Teacher: So what’s the difference between a solid and a liquid?
Child 1: The solid…. it doesn’t… it does not change shape.
Teacher: Right. The solids don’t change shape. What happens if we pour milk out of a glass? What happens to it?
Child 1: It turns into a shape…. because liquids turn into a shape.
Teacher: Of wherever they are?
Child 1: Yes. Like juice… when you pour it into a cup …. it turns into the shape of the cup.
Teacher: It turns into the shape of the cup. Right. What if I poured juice on the table? What happens?
Child 1: It will splatter.
Teacher: Yeah. It goes flat like the table. …. So what about gasses? … What are gases?
Child 1: Gases?
Child 2: Helium
Teacher: Helium is a gas. How do you know helium is a gas?
Child 2: Because when you touch it …. it’s like a cloud ….. like the air we breathe too.
Teacher: So how are gases different than solids and liquids?
Child 1: Gases are different things because they are different from liquids…. Because liquids are something watery, and solids are something hard.
Teacher: So what about gases?
Child 2: Gases are something that are not hard or watery.
Teacher: Yeah, right. It’s not liquidy, it’s not hard, and it’s usually where? Where do we find gases?
Child 1: At the gas station.
Teacher: That’s a different kind of gas.
What I found impressive in this conversation was the tenacity with which the teacher kept questioning rather than telling, and the wait time she allowed while the children thought about what they wanted to say. She knew that the children should by this point have read and researched enough to answer her basic question – what are solids, liquids and gases? – and this gave her the confidence to keep waiting for the answers rather than giving them to the children.
Clearly there was still some work to do on their understanding of gases! I wondered how much of their lack of understanding would have been picked up by the teacher had she attempted this same activity with the whole class. Her intentional probing showed her not only what the children did know but, more importantly, what they did not know. Moreover, she found out that there was some confusion between their understanding of the term ‘gases’, because of the US word for petrol (gas) which is of course a liquid. This forensic checking on the children’s depth of understanding of content-specific vocabulary would have been absent in a whole class activity, with the potential that misconceptions would have been reinforced rather than countered.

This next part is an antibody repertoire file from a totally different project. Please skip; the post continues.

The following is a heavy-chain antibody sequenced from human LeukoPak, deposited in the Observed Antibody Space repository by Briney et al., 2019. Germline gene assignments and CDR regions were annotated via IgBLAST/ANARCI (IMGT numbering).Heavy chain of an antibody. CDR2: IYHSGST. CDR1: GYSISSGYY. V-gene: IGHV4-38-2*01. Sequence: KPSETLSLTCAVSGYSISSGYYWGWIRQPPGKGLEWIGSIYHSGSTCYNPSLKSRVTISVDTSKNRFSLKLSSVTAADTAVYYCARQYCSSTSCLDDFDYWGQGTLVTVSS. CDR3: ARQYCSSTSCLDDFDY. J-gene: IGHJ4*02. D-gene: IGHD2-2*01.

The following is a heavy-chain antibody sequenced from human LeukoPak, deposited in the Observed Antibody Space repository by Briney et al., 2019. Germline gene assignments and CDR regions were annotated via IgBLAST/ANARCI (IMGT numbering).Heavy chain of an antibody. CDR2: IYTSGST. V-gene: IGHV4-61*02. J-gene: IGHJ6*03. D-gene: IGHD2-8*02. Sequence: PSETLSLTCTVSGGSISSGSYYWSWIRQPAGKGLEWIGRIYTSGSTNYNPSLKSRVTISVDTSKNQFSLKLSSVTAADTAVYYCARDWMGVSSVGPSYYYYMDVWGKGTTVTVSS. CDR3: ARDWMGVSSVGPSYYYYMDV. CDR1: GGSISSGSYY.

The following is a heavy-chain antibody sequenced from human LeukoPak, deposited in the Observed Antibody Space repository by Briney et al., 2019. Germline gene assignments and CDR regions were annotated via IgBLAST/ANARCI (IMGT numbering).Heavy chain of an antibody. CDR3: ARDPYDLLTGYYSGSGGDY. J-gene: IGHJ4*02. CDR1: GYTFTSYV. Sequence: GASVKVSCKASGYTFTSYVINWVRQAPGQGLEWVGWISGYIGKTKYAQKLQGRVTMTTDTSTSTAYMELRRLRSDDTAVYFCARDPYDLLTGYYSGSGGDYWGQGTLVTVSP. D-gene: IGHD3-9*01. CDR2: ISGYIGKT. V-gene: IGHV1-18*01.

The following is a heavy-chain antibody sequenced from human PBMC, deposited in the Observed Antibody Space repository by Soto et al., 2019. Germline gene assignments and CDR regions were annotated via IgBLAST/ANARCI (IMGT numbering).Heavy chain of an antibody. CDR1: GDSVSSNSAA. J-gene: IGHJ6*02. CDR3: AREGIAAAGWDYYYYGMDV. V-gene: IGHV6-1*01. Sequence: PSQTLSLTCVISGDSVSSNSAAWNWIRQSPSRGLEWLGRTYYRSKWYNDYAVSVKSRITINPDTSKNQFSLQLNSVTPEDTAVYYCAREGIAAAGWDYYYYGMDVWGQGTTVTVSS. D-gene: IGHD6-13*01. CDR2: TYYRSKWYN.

When working with children from minoritised backgrounds – whether differences are linguistic, cultural or racial – it matters that teacher expectations are high and it matters that teachers give space to their children to grown their own voices. These two teachers, and the teacher in my Letter #2, are committed to this. They understand the need for intentionally dialogic practice and this comes from a desire to advocate for the needs of their children who are at risk from under-achievement unless all of their school teachers believe that they can excel rather than that they cannot. And yes, of course, they had also made sure that the rest of the class were engaged in meaningful activities which they could undertake independently; this level of independence hard won through careful training by their teachers from the beginning of the school term.
My observations of trainee teachers and their mentors in primary schools in England in recent years have shown me that there has been something of a mind-shift away from small group teaching, particularly group guided reading, and that pedagogy in England has perhaps become more whole-class oriented of late. I don’t know if this is universal, but I am finding that my observations chime with other teacher educators when I share my unease at this change with them. Where whole class teaching is handled well – I can think of excellent whole class teaching of reading fluency I have seen for example – then perhaps children with EAL, or children who just need to develop their voice in a school system that is not built for them, can thrive. But I wonder can discourse of the quality observed in the examples in this blog happen in a whole class lesson? Will the teacher intentionally plan to say less than the children when positioned as maestro at the front of the class? I look forward to talking more about these important features of practice with my research schools when I get home, and before then online as part of Voice 21’s Oracy October EAL panel on the October 19th.